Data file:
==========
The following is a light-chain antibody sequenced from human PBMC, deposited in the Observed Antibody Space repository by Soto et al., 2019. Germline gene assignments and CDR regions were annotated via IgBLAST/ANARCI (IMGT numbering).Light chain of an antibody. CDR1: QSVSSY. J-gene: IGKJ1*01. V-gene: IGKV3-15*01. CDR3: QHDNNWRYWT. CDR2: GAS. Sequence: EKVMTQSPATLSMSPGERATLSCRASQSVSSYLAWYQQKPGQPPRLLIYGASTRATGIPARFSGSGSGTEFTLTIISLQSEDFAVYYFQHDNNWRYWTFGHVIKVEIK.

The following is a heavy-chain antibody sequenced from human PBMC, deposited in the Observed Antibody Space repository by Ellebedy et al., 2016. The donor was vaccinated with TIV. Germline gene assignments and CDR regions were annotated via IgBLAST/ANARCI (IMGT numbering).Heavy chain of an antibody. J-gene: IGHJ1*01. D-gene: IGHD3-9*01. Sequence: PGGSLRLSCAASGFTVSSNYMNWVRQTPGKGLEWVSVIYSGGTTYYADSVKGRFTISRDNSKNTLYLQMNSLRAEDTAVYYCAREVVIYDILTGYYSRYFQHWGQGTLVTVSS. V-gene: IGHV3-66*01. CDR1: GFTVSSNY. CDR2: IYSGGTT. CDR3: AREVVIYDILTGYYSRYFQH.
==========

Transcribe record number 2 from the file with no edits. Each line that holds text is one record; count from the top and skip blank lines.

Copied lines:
The following is a heavy-chain antibody sequenced from human PBMC, deposited in the Observed Antibody Space repository by Ellebedy et al., 2016. The donor was vaccinated with TIV. Germline gene assignments and CDR regions were annotated via IgBLAST/ANARCI (IMGT numbering).Heavy chain of an antibody. J-gene: IGHJ1*01. D-gene: IGHD3-9*01. Sequence: PGGSLRLSCAASGFTVSSNYMNWVRQTPGKGLEWVSVIYSGGTTYYADSVKGRFTISRDNSKNTLYLQMNSLRAEDTAVYYCAREVVIYDILTGYYSRYFQHWGQGTLVTVSS. V-gene: IGHV3-66*01. CDR1: GFTVSSNY. CDR2: IYSGGTT. CDR3: AREVVIYDILTGYYSRYFQH.